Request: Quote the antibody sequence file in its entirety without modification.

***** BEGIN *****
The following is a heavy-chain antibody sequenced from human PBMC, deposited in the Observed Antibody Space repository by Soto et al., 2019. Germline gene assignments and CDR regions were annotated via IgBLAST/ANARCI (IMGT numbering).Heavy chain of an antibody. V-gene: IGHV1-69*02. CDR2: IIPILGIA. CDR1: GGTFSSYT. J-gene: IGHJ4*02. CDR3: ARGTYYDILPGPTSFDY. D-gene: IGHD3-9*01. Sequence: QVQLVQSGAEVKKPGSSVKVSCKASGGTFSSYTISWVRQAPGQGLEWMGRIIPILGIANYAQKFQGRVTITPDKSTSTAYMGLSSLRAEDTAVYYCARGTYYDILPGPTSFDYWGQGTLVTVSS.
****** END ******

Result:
The following is a heavy-chain antibody sequenced from human PBMC, deposited in the Observed Antibody Space repository by Soto et al., 2019. Germline gene assignments and CDR regions were annotated via IgBLAST/ANARCI (IMGT numbering).Heavy chain of an antibody. V-gene: IGHV1-69*02. CDR2: IIPILGIA. CDR1: GGTFSSYT. J-gene: IGHJ4*02. CDR3: ARGTYYDILPGPTSFDY. D-gene: IGHD3-9*01. Sequence: QVQLVQSGAEVKKPGSSVKVSCKASGGTFSSYTISWVRQAPGQGLEWMGRIIPILGIANYAQKFQGRVTITPDKSTSTAYMGLSSLRAEDTAVYYCARGTYYDILPGPTSFDYWGQGTLVTVSS.